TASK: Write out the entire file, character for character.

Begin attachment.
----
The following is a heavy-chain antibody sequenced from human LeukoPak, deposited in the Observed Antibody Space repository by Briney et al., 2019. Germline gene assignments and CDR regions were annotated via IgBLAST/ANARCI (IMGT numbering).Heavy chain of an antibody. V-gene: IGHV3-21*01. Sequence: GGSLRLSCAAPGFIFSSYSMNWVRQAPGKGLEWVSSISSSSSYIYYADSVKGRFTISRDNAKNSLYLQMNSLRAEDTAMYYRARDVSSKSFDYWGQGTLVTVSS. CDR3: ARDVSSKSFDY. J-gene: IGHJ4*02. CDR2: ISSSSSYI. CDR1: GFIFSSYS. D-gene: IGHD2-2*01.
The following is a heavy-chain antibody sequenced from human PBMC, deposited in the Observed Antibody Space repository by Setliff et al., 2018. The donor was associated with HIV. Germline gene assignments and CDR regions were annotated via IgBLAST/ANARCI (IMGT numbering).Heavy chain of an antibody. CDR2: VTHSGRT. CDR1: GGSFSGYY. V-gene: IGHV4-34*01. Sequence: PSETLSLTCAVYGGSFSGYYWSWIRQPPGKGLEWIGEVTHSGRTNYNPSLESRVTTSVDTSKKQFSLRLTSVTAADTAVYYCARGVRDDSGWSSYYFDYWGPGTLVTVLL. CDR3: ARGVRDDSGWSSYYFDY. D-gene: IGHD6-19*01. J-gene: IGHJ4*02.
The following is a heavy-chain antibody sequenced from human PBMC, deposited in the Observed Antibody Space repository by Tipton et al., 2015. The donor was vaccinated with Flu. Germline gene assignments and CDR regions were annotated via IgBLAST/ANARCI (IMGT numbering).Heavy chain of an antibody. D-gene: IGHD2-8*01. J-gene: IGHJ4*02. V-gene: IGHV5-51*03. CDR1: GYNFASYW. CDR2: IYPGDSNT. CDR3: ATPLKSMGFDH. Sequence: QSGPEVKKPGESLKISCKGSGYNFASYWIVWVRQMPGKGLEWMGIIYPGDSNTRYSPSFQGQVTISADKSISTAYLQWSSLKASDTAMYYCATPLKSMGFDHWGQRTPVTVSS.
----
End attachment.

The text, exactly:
The following is a heavy-chain antibody sequenced from human LeukoPak, deposited in the Observed Antibody Space repository by Briney et al., 2019. Germline gene assignments and CDR regions were annotated via IgBLAST/ANARCI (IMGT numbering).Heavy chain of an antibody. V-gene: IGHV3-21*01. Sequence: GGSLRLSCAAPGFIFSSYSMNWVRQAPGKGLEWVSSISSSSSYIYYADSVKGRFTISRDNAKNSLYLQMNSLRAEDTAMYYRARDVSSKSFDYWGQGTLVTVSS. CDR3: ARDVSSKSFDY. J-gene: IGHJ4*02. CDR2: ISSSSSYI. CDR1: GFIFSSYS. D-gene: IGHD2-2*01.
The following is a heavy-chain antibody sequenced from human PBMC, deposited in the Observed Antibody Space repository by Setliff et al., 2018. The donor was associated with HIV. Germline gene assignments and CDR regions were annotated via IgBLAST/ANARCI (IMGT numbering).Heavy chain of an antibody. CDR2: VTHSGRT. CDR1: GGSFSGYY. V-gene: IGHV4-34*01. Sequence: PSETLSLTCAVYGGSFSGYYWSWIRQPPGKGLEWIGEVTHSGRTNYNPSLESRVTTSVDTSKKQFSLRLTSVTAADTAVYYCARGVRDDSGWSSYYFDYWGPGTLVTVLL. CDR3: ARGVRDDSGWSSYYFDY. D-gene: IGHD6-19*01. J-gene: IGHJ4*02.
The following is a heavy-chain antibody sequenced from human PBMC, deposited in the Observed Antibody Space repository by Tipton et al., 2015. The donor was vaccinated with Flu. Germline gene assignments and CDR regions were annotated via IgBLAST/ANARCI (IMGT numbering).Heavy chain of an antibody. D-gene: IGHD2-8*01. J-gene: IGHJ4*02. V-gene: IGHV5-51*03. CDR1: GYNFASYW. CDR2: IYPGDSNT. CDR3: ATPLKSMGFDH. Sequence: QSGPEVKKPGESLKISCKGSGYNFASYWIVWVRQMPGKGLEWMGIIYPGDSNTRYSPSFQGQVTISADKSISTAYLQWSSLKASDTAMYYCATPLKSMGFDHWGQRTPVTVSS.